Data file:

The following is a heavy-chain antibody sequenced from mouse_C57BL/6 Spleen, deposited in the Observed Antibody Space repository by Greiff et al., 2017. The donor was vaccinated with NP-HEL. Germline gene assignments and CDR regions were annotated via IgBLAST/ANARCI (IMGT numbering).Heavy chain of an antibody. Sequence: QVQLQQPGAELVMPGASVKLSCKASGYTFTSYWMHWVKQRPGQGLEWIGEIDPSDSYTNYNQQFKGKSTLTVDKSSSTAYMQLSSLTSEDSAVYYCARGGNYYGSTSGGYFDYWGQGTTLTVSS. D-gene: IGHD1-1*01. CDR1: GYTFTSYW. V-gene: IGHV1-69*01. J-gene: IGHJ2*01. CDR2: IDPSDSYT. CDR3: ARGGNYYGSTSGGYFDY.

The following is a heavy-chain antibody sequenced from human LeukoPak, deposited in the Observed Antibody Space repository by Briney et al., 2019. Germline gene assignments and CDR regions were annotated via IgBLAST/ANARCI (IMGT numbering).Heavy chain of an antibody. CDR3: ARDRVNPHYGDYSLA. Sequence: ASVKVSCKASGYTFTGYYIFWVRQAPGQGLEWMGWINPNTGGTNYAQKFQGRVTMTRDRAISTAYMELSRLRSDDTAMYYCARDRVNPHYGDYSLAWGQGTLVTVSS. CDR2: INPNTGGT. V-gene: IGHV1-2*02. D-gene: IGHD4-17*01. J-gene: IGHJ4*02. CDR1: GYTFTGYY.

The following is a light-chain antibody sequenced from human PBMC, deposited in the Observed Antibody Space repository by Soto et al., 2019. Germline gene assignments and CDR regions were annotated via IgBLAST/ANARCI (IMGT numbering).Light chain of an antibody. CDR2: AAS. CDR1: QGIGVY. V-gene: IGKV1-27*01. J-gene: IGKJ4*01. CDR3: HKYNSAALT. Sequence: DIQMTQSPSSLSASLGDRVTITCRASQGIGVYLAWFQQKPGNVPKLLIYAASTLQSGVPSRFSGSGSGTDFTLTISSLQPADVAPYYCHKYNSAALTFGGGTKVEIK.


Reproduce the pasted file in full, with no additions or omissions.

The following is a heavy-chain antibody sequenced from mouse_C57BL/6 Spleen, deposited in the Observed Antibody Space repository by Greiff et al., 2017. The donor was vaccinated with NP-HEL. Germline gene assignments and CDR regions were annotated via IgBLAST/ANARCI (IMGT numbering).Heavy chain of an antibody. Sequence: QVQLQQPGAELVMPGASVKLSCKASGYTFTSYWMHWVKQRPGQGLEWIGEIDPSDSYTNYNQQFKGKSTLTVDKSSSTAYMQLSSLTSEDSAVYYCARGGNYYGSTSGGYFDYWGQGTTLTVSS. D-gene: IGHD1-1*01. CDR1: GYTFTSYW. V-gene: IGHV1-69*01. J-gene: IGHJ2*01. CDR2: IDPSDSYT. CDR3: ARGGNYYGSTSGGYFDY.

The following is a heavy-chain antibody sequenced from human LeukoPak, deposited in the Observed Antibody Space repository by Briney et al., 2019. Germline gene assignments and CDR regions were annotated via IgBLAST/ANARCI (IMGT numbering).Heavy chain of an antibody. CDR3: ARDRVNPHYGDYSLA. Sequence: ASVKVSCKASGYTFTGYYIFWVRQAPGQGLEWMGWINPNTGGTNYAQKFQGRVTMTRDRAISTAYMELSRLRSDDTAMYYCARDRVNPHYGDYSLAWGQGTLVTVSS. CDR2: INPNTGGT. V-gene: IGHV1-2*02. D-gene: IGHD4-17*01. J-gene: IGHJ4*02. CDR1: GYTFTGYY.

The following is a light-chain antibody sequenced from human PBMC, deposited in the Observed Antibody Space repository by Soto et al., 2019. Germline gene assignments and CDR regions were annotated via IgBLAST/ANARCI (IMGT numbering).Light chain of an antibody. CDR2: AAS. CDR1: QGIGVY. V-gene: IGKV1-27*01. J-gene: IGKJ4*01. CDR3: HKYNSAALT. Sequence: DIQMTQSPSSLSASLGDRVTITCRASQGIGVYLAWFQQKPGNVPKLLIYAASTLQSGVPSRFSGSGSGTDFTLTISSLQPADVAPYYCHKYNSAALTFGGGTKVEIK.